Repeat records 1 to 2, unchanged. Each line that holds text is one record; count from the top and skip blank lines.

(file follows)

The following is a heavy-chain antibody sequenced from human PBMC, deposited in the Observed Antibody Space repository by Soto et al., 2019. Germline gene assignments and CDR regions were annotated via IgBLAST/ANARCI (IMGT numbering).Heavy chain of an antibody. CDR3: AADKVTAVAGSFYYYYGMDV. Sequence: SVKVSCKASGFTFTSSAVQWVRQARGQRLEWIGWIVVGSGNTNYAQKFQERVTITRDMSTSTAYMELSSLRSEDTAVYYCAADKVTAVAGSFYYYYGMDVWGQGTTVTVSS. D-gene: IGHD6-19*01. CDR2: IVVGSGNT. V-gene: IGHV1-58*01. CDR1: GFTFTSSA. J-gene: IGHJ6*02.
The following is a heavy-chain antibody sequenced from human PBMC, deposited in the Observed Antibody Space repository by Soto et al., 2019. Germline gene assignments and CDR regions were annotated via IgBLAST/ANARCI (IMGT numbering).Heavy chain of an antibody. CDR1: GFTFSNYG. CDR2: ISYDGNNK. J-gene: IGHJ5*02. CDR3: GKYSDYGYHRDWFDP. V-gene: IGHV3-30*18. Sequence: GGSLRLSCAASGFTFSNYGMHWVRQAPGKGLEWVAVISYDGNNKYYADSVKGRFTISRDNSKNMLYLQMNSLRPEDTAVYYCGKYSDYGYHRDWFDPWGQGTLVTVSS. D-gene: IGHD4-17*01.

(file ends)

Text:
The following is a heavy-chain antibody sequenced from human PBMC, deposited in the Observed Antibody Space repository by Soto et al., 2019. Germline gene assignments and CDR regions were annotated via IgBLAST/ANARCI (IMGT numbering).Heavy chain of an antibody. CDR3: AADKVTAVAGSFYYYYGMDV. Sequence: SVKVSCKASGFTFTSSAVQWVRQARGQRLEWIGWIVVGSGNTNYAQKFQERVTITRDMSTSTAYMELSSLRSEDTAVYYCAADKVTAVAGSFYYYYGMDVWGQGTTVTVSS. D-gene: IGHD6-19*01. CDR2: IVVGSGNT. V-gene: IGHV1-58*01. CDR1: GFTFTSSA. J-gene: IGHJ6*02.
The following is a heavy-chain antibody sequenced from human PBMC, deposited in the Observed Antibody Space repository by Soto et al., 2019. Germline gene assignments and CDR regions were annotated via IgBLAST/ANARCI (IMGT numbering).Heavy chain of an antibody. CDR1: GFTFSNYG. CDR2: ISYDGNNK. J-gene: IGHJ5*02. CDR3: GKYSDYGYHRDWFDP. V-gene: IGHV3-30*18. Sequence: GGSLRLSCAASGFTFSNYGMHWVRQAPGKGLEWVAVISYDGNNKYYADSVKGRFTISRDNSKNMLYLQMNSLRPEDTAVYYCGKYSDYGYHRDWFDPWGQGTLVTVSS. D-gene: IGHD4-17*01.